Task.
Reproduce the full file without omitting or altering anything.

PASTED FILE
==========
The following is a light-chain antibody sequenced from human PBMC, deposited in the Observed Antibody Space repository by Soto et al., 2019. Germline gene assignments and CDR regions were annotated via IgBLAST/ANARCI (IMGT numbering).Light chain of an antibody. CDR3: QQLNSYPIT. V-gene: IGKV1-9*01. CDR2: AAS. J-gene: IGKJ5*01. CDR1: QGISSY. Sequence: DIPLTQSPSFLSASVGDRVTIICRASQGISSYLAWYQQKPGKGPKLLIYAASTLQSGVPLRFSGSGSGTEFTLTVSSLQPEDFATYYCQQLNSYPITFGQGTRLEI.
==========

The following is a light-chain antibody sequenced from human PBMC, deposited in the Observed Antibody Space repository by Soto et al., 2019. Germline gene assignments and CDR regions were annotated via IgBLAST/ANARCI (IMGT numbering).Light chain of an antibody. CDR3: QQLNSYPIT. V-gene: IGKV1-9*01. CDR2: AAS. J-gene: IGKJ5*01. CDR1: QGISSY. Sequence: DIPLTQSPSFLSASVGDRVTIICRASQGISSYLAWYQQKPGKGPKLLIYAASTLQSGVPLRFSGSGSGTEFTLTVSSLQPEDFATYYCQQLNSYPITFGQGTRLEI.